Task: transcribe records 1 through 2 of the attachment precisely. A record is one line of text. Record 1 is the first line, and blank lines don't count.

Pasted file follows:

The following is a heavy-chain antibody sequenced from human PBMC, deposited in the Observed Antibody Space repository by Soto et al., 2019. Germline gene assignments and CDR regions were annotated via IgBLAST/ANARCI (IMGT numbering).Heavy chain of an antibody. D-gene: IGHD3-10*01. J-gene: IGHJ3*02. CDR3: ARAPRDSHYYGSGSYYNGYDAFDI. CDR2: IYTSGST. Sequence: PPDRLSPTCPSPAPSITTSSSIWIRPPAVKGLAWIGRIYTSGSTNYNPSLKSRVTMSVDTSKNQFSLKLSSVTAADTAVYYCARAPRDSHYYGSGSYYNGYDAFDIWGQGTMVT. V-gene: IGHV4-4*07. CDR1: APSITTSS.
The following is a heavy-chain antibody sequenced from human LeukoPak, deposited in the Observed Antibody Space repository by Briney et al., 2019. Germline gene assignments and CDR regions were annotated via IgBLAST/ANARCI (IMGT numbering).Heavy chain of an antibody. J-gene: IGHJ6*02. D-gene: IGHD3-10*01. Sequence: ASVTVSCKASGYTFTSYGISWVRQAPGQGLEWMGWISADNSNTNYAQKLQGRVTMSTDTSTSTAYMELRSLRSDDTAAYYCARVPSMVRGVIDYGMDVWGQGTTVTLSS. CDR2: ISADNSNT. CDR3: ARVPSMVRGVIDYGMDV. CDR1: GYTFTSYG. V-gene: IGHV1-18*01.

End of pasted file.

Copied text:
The following is a heavy-chain antibody sequenced from human PBMC, deposited in the Observed Antibody Space repository by Soto et al., 2019. Germline gene assignments and CDR regions were annotated via IgBLAST/ANARCI (IMGT numbering).Heavy chain of an antibody. D-gene: IGHD3-10*01. J-gene: IGHJ3*02. CDR3: ARAPRDSHYYGSGSYYNGYDAFDI. CDR2: IYTSGST. Sequence: PPDRLSPTCPSPAPSITTSSSIWIRPPAVKGLAWIGRIYTSGSTNYNPSLKSRVTMSVDTSKNQFSLKLSSVTAADTAVYYCARAPRDSHYYGSGSYYNGYDAFDIWGQGTMVT. V-gene: IGHV4-4*07. CDR1: APSITTSS.
The following is a heavy-chain antibody sequenced from human LeukoPak, deposited in the Observed Antibody Space repository by Briney et al., 2019. Germline gene assignments and CDR regions were annotated via IgBLAST/ANARCI (IMGT numbering).Heavy chain of an antibody. J-gene: IGHJ6*02. D-gene: IGHD3-10*01. Sequence: ASVTVSCKASGYTFTSYGISWVRQAPGQGLEWMGWISADNSNTNYAQKLQGRVTMSTDTSTSTAYMELRSLRSDDTAAYYCARVPSMVRGVIDYGMDVWGQGTTVTLSS. CDR2: ISADNSNT. CDR3: ARVPSMVRGVIDYGMDV. CDR1: GYTFTSYG. V-gene: IGHV1-18*01.